At American Greetings artists are encouraged to look inside and out for inspiration. The company''s creative reference library stocks some 10,000 books and provides 300 magazines, plus animation magazines. To stay ahead of consumer tastes, AG relies on feedback from its 500 company-owned stores and powerhouse retailers.

For Christmas themes a creative director travels to trade shows in Germany and England, checking out consumer sentiment in such seemingly far-flung areas as home decor. He even shops in luxury stores such as Harrod's. "Europe is a traditional source of fashion and design," says Vice-President Richard Hunt. Black and silver, now popping up in AG's Christmas lines, made their mark in Europe first.

At headquarters artists can pick up creative vibes in a secluded room where the decor changes four times a year. The interiors have ranged over the past year from sleek ultramodern to comfy hunting lodge. The company also sends its artists on regular trips to local museums and art shows, and it hosts in-house sessions with top designers and floral experts. Writers go to poetry sessions and journal-writing classes. To get everyone in the mood for Christmas, AG brought in old holiday movies a few weeks ago, showing them at lunchtime.

Above and beyond supporting its artists, the company gleans all it can out of market research to help it get inside the heads of potential customers. For a few years its research with consumers has turned up a passion for such "feminine icons" as shoes, lipstick tubes, and hats, says Tina Benavides, a vice-president in the creative division. "This is part of a return to glamour," she says. Thus, one AG card reads: "Gloves and hats that match, a trendy scarf that ties -- Christmas is a special time when girls accessorize!" Indeed, the female target is no accident: Women buy more than 90% of all greeting cards. AG's offices sport big banners with a photograph of a woman signing greeting cards along with the slogan: "It's all about her."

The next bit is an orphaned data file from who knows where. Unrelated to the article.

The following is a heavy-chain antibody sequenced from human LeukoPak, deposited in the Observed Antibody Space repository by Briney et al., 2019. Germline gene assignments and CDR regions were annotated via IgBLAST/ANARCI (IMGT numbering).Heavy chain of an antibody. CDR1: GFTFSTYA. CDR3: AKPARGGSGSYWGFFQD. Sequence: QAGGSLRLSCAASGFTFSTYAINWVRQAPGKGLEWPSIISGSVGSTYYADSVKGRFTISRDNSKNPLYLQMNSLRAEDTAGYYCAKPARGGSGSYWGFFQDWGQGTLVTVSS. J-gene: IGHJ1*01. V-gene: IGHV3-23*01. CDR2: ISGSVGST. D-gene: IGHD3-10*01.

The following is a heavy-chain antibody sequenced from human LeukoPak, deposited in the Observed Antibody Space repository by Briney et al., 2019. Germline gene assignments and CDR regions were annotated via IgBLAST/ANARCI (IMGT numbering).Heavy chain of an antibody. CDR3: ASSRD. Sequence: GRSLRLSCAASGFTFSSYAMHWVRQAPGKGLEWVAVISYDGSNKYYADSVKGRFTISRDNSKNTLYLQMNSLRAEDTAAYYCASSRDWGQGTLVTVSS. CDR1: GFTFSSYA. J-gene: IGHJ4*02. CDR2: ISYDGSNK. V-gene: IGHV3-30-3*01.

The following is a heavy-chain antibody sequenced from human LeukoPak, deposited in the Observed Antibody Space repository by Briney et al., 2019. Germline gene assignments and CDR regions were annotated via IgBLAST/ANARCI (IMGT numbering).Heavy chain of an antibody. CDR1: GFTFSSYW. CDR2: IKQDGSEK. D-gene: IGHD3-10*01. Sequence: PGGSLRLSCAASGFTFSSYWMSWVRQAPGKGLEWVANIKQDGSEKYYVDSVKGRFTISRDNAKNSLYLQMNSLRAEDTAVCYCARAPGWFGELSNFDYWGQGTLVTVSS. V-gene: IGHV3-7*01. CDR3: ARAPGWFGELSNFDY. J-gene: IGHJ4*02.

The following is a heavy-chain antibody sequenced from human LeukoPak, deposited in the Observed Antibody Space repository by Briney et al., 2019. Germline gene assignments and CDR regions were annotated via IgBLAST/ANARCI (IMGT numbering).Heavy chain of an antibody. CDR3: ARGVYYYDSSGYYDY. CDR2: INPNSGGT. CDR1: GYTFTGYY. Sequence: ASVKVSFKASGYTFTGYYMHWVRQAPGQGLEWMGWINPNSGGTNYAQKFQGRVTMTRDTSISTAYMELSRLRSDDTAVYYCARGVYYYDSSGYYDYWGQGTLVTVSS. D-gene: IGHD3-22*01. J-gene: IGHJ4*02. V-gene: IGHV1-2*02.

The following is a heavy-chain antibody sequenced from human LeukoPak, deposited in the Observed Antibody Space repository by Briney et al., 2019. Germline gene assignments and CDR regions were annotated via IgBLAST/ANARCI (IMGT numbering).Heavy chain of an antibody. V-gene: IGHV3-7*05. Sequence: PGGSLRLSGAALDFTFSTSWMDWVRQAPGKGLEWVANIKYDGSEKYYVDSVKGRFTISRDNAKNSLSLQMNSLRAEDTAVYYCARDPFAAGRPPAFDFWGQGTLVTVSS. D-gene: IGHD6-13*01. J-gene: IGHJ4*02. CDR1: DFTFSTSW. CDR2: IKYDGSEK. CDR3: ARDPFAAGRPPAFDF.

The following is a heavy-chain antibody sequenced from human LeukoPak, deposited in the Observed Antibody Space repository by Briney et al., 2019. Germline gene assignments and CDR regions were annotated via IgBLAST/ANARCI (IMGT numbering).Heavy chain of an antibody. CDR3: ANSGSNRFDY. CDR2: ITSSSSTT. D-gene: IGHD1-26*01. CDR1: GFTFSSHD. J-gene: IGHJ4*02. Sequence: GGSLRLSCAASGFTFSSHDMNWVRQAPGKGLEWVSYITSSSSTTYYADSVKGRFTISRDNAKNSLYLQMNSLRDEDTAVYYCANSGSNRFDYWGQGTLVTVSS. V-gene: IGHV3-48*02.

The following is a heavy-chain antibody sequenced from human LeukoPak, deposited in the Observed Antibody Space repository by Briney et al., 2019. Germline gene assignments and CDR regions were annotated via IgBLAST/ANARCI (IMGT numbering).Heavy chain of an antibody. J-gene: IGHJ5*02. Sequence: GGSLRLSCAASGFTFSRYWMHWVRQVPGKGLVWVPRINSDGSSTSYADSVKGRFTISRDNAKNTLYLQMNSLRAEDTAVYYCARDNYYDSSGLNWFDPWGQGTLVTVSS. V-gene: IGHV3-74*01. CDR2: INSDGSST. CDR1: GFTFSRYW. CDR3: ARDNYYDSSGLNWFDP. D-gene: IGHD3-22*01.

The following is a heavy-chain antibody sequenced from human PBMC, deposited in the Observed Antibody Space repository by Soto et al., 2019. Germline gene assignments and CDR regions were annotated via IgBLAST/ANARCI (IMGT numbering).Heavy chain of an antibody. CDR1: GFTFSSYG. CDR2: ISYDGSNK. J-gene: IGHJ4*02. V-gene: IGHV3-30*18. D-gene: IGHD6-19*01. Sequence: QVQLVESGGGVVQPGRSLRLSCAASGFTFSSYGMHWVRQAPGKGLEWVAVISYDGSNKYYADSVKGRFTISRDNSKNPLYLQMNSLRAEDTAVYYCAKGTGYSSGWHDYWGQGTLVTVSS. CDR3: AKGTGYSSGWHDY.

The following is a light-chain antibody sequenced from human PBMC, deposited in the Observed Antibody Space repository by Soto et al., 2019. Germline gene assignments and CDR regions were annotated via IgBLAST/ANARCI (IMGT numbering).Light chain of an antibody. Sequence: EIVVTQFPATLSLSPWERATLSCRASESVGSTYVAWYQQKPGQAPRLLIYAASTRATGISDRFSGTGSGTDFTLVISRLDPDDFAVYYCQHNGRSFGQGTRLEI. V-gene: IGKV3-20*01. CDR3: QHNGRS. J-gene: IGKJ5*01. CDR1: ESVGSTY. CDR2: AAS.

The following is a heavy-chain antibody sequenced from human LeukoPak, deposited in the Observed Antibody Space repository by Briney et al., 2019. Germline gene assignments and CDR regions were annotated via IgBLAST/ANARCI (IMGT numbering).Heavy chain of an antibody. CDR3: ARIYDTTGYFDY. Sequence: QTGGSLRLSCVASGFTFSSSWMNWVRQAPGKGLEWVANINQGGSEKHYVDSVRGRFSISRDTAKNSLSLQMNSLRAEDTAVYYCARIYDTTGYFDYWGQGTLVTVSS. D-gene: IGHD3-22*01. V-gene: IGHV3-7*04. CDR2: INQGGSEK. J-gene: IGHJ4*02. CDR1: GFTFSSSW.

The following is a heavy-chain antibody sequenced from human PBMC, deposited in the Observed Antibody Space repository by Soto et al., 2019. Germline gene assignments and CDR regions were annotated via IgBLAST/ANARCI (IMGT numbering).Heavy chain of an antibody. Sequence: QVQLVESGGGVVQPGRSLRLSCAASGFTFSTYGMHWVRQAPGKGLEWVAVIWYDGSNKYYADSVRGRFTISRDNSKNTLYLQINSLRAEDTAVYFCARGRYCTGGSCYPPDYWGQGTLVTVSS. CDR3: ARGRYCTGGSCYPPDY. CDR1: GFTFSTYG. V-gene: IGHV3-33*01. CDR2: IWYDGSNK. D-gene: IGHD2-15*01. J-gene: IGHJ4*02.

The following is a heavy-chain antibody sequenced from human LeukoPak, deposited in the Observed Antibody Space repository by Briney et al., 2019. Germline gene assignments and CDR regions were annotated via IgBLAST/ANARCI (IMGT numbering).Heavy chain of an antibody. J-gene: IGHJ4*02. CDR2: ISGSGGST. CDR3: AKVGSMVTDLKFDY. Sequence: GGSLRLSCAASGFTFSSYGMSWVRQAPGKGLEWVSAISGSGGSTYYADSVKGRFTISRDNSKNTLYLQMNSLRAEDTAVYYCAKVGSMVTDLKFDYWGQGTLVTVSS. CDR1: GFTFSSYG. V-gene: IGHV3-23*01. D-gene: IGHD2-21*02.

--Business Week

Respondents Plan to Send eCards, Print Address Labels and Personalize Calendars at Home

The trends revealed in a new study commissioned by American Greetings include: more holiday eCards will be sent through cyberspace this year, more holiday cards will be personalized and made at home, and that consumers are interested in a diverse selection of greetings and home projects for the holiday season. 80% of those polled said that they planned on sending at least one eCard this year. More than half of those surveyed will be sending ten or more eCards this holiday season, compared with 38% who sent that many last year.

Respondents said that they plan on increasing the number of personalized greetings and holiday decorations that they make at home. More than 30% of users plan to print some of their holiday cards themselves this holiday season. In addition, 70% of those polled said they were planning on printing address labels at home, 65% responded that they were thinking about making a personalized calendar, and 60% planned on making personalized gift tags at home.

When asked how early people start sending out their paper holiday cards, over 70% wait until December, while only 7% send out any holidays cards before Thanksgiving. When asked when they purchase their holiday cards, the largest group said after the holiday sales the year before, with the second most popular timeframe being the last week in November.

In a separate national independent study recently commissioned by American Greetings, the results showed that online greetings and traditional holiday cards complement each other, and tend to be used for different situations and people.